Pictured (from left to right): Sophie Hubbell, Stephanie Siddens, Tamara Otto
Summary: Ohio’s new Kindergarten Readiness Assessment will measure many aspects of a child’s growth. This work is being completed through a partnership between Maryland and Ohio. The resulting work will culminate in a new Early Childhood Comprehensive Assessment System that includes a Kindergarten Entry Assessment, formative assessments (for ages 36-72 months) and recommended developmental screening instruments. As part of the Early Childhood Comprehensive Assessment System, this new test will capture information about social foundations, physical well-being and motor development, language and literacy, mathematics, science, social studies and the arts. The system is aligned to both states’ guidelines and standards for young children.
The system is designed to be maximally accessible to young children with a wide range of background experiences and developmental needs. These needs include students with disabilities and English language learners.
Benefits of the system include its measurement of growth over time and, in the future, its delivery to be partially delivered via technology.
There are three item types for the Kindergarten Entry Assessment:
Performance Tasks – These have an element of observation, but will be more scripted. It involves setting up a scenario for the child.
Selected Response – A child is provided with manipulatives. For example, a child may be asked to identify a set of shapes.
Data collected will be used to:
Inform prior early learning and development stakeholders
Identify individual children’s needs and provide necessary supports to children and teachers
Assist teachers in data-driven instructional decision making at the child and classroom level
Provide families with information about their children’s learning and development
Kindergarten Assessment Timeline
Required Fall & Spring administration model
Optional continuous use model throughout year
Only required in preschool. It is optional in Kindergarten.
Kindergarten Entry Assessment
Administration Window: First day of school through Nov. 1
For More Information: Visit the Early Childhood Ohio website here. Additional information on Early Childhood programs is available here.
MEMORIES OF MY PARENTS, PT. 2: THE MONKEES
When I was growing up in East Canton in the mid 1960s, my father worked out of town during the week. WAY out of town. Indiana, to be exact. That meant he would leave early Monday morning and come home late Friday evening, usually after us kids (myself and my older brother and sister) were in bed asleep. So, the following morning I would always get up, run into my parents’ bedroom and a) make sure my dad had come home the night before, and/or b) wake him up. On one particular morning in 1967 I ran into the bedroom and found, much to my surprise, an album I had been wanting by The Monkees. He had brought it home for me and propped it up on the night stand, knowing I would see it when I came into the room the next morning.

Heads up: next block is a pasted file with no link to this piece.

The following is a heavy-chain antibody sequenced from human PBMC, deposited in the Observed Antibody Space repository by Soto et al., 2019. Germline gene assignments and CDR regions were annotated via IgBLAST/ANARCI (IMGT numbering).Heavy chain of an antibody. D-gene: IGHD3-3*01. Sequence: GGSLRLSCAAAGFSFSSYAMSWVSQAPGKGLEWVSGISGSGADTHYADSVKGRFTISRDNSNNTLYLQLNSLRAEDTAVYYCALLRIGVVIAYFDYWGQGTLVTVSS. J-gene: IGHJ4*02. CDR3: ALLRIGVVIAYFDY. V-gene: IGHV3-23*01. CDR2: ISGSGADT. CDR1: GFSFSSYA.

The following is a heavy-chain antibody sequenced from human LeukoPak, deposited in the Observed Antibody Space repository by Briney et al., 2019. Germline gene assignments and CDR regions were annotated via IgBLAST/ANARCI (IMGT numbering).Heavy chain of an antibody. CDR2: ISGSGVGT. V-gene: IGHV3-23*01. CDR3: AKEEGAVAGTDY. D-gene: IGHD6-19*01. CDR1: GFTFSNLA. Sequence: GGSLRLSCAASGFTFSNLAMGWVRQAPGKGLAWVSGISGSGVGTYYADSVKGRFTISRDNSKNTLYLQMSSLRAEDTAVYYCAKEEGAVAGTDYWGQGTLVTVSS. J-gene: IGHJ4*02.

This particular album was called Headquarters, and it was a kind of a big deal when it came out because it was played and sung entirely by The Monkees themselves. As it turns out, the Monkees only sang on their first two albums, even on the songs written by Monkee Mike Nesmith. Being five years old at the time, I wasn’t aware of this, and couldn’t have cared less. I loved the show’s manic energy, and great music. The problem was, they were apparently being passed off as a real band, which angered and embarrassed two of the Monkees in particular, Mike Nesmith and Peter Tork. After an infamous incident at the Beverly Hills Hotel where Nesmith put his fist through the wall and threatened a Screen Gems executive, they were allowed to record their next album themselves. And so they did. It went straight to number one for one week, after which they were knocked down to second place by The Beatles Sgt. Pepper—but hey, EVERYBODY was second to The Beatles that summer (and for good reason).
After spotting this album on my dad’s night stand, I jumped up and down and squealed (something I still do when it comes to listening to certain albums, much to the embarrassment of my wife and the members of her couponing club), grabbed the album, woke my siblings and ran downstairs to put it on my mother’s record player. It was one of those early 60s floor model types, with a big lift-up lid, revealing a record changer and a radio inside. It also had a giant speaker that woofed out bass like nobody’s business. You could really rattle the house when you cranked that sucker up.
I put the record on, and we gave it a listen. Needless to say, I loved it. Even at age five, I was reading the liner notes to see who played what. Mike Nesmith played guitar and pedal steel, although I had no idea what that was at the time. Peter Tork played guitar, bass and organ. Mickey Dolenz played drums and guitar. Davy Jones played percussion, and “jawbone”, whatever THAT was.
Three of the Monkees contributed original songs to this album. Mike Nesmith’s three tunes included You Just May Be The One, which turned out to be a genuine Monkees classic, and Peter Tork’s For Pete’s Sake wound up being the closing theme for the second series of their television show. Mickey Dolenz not only learned to play drums for this album, he also wrote Randy Scouse Git (the title being British slang for, er, “lustful Liverpuddlian jerk”), a song that MOJO magazine recently named one of the best songs of the psychedelic era. Unfortunately, none of these tracks were released as a single, except for Randy Scouse Git, which was a hit in—wait for it—Britain (although the title was changed to…Alternate Title). In fact, the band’s label didn’t think any of the tracks were worthy of release as a single, which is a shame because it’s a pretty good album. In retrospect, Headquarters is one of the first examples of country rock that would later be popularized by bands like The Byrds. Several tracks, including songs like Shades Of Grey, Early Morning Blues And Greens and the aforementioned original tracks, have become what would now be referred to by music geeks (like myself) as “deep cuts”.